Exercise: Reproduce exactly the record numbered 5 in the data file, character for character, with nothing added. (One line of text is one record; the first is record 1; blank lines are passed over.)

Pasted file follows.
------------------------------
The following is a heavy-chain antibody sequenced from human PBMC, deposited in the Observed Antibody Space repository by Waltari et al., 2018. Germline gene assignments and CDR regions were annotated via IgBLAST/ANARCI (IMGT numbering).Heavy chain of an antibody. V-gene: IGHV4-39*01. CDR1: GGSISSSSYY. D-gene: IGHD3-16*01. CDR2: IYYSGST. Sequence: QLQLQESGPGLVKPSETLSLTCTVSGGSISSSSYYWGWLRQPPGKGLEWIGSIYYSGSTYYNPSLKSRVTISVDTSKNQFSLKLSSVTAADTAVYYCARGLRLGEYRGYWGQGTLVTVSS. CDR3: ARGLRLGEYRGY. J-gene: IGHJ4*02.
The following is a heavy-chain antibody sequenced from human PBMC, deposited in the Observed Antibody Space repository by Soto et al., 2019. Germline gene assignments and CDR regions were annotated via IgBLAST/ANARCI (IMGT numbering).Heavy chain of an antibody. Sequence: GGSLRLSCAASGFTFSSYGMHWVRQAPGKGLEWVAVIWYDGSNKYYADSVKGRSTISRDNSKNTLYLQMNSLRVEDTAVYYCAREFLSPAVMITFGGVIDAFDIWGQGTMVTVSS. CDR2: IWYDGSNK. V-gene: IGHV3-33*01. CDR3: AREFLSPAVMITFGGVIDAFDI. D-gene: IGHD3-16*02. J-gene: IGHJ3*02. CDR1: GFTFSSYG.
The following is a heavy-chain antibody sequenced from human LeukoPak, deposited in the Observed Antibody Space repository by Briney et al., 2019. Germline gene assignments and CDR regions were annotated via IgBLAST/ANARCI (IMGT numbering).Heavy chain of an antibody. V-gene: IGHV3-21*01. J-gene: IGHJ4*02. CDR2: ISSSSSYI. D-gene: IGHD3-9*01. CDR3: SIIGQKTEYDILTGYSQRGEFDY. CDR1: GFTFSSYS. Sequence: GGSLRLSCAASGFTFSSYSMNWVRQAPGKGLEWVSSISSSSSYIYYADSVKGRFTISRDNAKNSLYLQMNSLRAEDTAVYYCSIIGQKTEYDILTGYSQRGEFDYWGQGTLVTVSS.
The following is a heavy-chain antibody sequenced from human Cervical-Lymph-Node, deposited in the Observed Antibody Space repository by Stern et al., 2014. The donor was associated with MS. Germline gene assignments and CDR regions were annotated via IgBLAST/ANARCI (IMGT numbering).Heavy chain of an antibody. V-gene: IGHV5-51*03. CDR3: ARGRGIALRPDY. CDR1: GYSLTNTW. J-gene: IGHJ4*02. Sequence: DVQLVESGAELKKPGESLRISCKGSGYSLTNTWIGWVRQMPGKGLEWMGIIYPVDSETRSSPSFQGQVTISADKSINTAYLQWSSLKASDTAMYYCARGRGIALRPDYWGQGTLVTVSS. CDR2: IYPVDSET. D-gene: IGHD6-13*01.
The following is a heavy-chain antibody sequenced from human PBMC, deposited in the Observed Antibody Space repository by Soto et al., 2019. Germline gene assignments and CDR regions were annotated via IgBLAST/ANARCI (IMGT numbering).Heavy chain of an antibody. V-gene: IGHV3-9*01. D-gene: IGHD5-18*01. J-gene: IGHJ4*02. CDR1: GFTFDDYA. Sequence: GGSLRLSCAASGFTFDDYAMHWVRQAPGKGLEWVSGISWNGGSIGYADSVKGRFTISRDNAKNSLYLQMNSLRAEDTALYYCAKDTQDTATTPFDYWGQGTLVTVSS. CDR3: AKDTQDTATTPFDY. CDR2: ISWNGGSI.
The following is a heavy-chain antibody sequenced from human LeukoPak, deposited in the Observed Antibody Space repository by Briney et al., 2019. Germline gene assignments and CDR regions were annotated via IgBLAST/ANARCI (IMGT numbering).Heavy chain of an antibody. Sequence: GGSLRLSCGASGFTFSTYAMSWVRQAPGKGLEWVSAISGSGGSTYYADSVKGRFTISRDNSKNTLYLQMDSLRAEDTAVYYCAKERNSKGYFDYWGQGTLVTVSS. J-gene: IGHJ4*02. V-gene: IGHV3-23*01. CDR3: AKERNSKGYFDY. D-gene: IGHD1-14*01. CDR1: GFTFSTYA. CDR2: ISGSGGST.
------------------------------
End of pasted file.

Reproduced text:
The following is a heavy-chain antibody sequenced from human PBMC, deposited in the Observed Antibody Space repository by Soto et al., 2019. Germline gene assignments and CDR regions were annotated via IgBLAST/ANARCI (IMGT numbering).Heavy chain of an antibody. V-gene: IGHV3-9*01. D-gene: IGHD5-18*01. J-gene: IGHJ4*02. CDR1: GFTFDDYA. Sequence: GGSLRLSCAASGFTFDDYAMHWVRQAPGKGLEWVSGISWNGGSIGYADSVKGRFTISRDNAKNSLYLQMNSLRAEDTALYYCAKDTQDTATTPFDYWGQGTLVTVSS. CDR3: AKDTQDTATTPFDY. CDR2: ISWNGGSI.